I was originally going to title this little rant “Nine Things I Learned During The First 28 Minutes of Ridley Scott’s ‘Klondike”. Luckily, the most useful thing I learned from this six-hour dog of a show was how to avoid losing viewers or readers with too accurate of a title. My guess is that the original title for “Klondike” might have been something along the lines of “Will and Epstein’s Excellent Gold Rush Adventure, Except The Part Where Epstein Gets Killed”
Less than a half hour into the mini-epic tale of gold mining in the 1890’s, I had to pause it and get my laptop out to record the many lessons already learned. Here’s what I learned in the first twenty-eight minutes of the show:
- People in olden days spoke much the same we do now. Case in point: As they board a train, Will says to Epstein, “If you get me killed on the first day of the rest of my life, I’m going to be seriously pissed off.” The first part of the sentence is suspiciously close to a quote attributed to Charles Dederich in the 1960’s (“Today is the first day of the rest of your life”). The last part of the sentence, wherein one can be described as “seriously pissed” can be ascribed to any number of cast members of MTV’s Real World series. Lots of under 25-ers since then have reported being seriously high, seriously bored and seriously stoked while appearing seriously illiterate. To add a little frosted whipped topping to my point, Epstein later refers to working as a gold miner as “shit-assed hard work”, proving that butchering salty language never goes out of style.
- One sure fire way to make a period piece look a little more authentic is to throw in some cultural stereotypes. The boys, fresh from graduating college, are found in a dark smokey room, surrounded by inscrutable but vengeful Chinamen. Like all foreigners people, they have strange customs, including partaking in some sort of exotic gambling involving dried beans. When Epstein cannot pay up, the head Chinaman produces a large knife. After a madcap dash through a labyrinth of rooms, including one where an old gentleman appeared to be smoking opium in bed, the boys narrowly escape. Later, on the train, the boys can be seen winning a few bucks gambling with some of the colored folk who work on board. This pair of adventurous young bucks seem hellbent on games of chance with minorities.
- Graduating from college was a guarantee of big bucks, even in ancient times. Will reveals to Epstein that he has “$450 – every cent I got from graduation”. I didn’t score that kind of cabbage when I graduated from college, over 80 years later, but I’m not complaining. A little web research has revealed a website which gives a conversion factor to see what a buck was worth back then, compared to now. According to those formulas, Will’s college graduation wad would be worth roughly $9000 in today’s currency. It’s hard to believe with that kind of generosity that no one in the family appeared to attend the graduation ceremony (which Will left early to go find Epstein who was already gambling with the aforementioned Asians).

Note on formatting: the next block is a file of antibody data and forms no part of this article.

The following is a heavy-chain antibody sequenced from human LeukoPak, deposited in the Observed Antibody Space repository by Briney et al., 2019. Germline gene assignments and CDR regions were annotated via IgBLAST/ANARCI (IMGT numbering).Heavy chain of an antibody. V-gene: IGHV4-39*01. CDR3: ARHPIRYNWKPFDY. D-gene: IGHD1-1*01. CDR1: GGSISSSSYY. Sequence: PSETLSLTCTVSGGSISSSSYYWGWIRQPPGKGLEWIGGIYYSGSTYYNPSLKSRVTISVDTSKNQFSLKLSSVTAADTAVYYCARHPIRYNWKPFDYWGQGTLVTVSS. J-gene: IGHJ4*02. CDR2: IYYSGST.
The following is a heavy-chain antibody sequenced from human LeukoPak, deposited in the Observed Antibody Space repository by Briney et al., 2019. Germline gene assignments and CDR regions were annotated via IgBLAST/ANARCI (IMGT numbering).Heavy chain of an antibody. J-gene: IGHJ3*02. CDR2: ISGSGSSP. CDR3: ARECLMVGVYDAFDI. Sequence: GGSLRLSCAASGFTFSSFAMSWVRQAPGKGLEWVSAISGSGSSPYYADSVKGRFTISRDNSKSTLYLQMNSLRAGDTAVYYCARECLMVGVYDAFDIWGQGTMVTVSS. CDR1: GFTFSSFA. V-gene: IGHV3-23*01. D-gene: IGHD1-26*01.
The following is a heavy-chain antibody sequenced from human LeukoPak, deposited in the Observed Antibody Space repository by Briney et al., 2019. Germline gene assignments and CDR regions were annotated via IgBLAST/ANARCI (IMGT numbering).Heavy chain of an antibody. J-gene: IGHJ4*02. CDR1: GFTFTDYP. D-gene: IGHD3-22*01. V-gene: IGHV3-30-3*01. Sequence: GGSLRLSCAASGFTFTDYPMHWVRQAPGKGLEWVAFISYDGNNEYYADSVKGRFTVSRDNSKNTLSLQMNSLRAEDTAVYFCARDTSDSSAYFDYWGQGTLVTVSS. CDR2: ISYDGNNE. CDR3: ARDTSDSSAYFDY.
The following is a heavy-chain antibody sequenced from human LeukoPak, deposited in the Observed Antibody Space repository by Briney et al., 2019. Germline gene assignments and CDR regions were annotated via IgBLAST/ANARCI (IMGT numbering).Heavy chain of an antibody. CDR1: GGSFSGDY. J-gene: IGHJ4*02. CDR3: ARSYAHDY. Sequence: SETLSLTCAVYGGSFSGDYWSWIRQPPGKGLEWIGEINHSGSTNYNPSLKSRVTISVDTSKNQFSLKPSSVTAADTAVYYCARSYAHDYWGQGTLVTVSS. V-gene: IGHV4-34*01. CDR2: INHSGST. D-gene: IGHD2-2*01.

- Good looking people seldom wear hats. Will and Epstein climb a snow covered mountain in a conga line of wannabee miners complaining that they’ve been at it for ten days. Climbing through deep snow on a windy mountain, for a week and a half? Nah, I don’t need a hat. Later on the other side of the mountain, our boys meet an impossibly beautiful woman who remembered to pack her low cut gown with the satin bodice, but also apparently forgot to pack a hat. My premise is confirmed.
- Even in the 1890’s, a catch phrase was critical. Will and Epstein’s slogan was “Nothing in my pocket but a handful of hope”. That’s a handful of hope? I thought you were just glad to see me.
- When in doubt, cut to the aerial shot of the majestic mountains. We’re constantly reminded of the fact that it’s another place in time where men were men and sled dogs were scared, but in case anyone loses track of the locale, every tenth shot or so is a breathtaking view of the rugged mountains. Did I see a ski trail in the background just then?
- An avalanche is a minor inconvenience. Following a massive avalanche which killed dozens of conga liners on the mountain, Will emerges from behind a boulder and shouts at the top of his lungs for Epstein, but no one answers. He walks a few feet down the hill, grabs a boot or something and pulls his friend from what would have been a snowy grave. In the next scene, Will and Epstein have miraculously also located their sled. Apparently having people and belongings buried under a sea of snow coursing violently down a mountainside doesn’t make stuff hard to find afterwards.
- “Real stuff” is captivating. Every time this massive dud came back from commercial there was a message on the bottom of the screen which said “Based on actual events”. Since something happened in the Yukon over a hundred years ago, today’s TV viewers will just have to accept that real events sometimes result in implausible dialogue, giant holes in plots and men without hats.
You can rest assured, I learned tons more worthless stuff during the remaining 5 1/2 dreadful hours of this turkey. Such lessons included how dangerous it can be to dance on thin ice while holding a sack of heavy gold bars. I also learned that whenever a story needs to get philosophical, you can suddenly switch out the regular narrator for a Native American or other indigenous person who can shed light on the foolish greedy ways of the outsiders. Most importantly, I learned how not to waste 6 hours of my life again watching a really sad example of bad TV.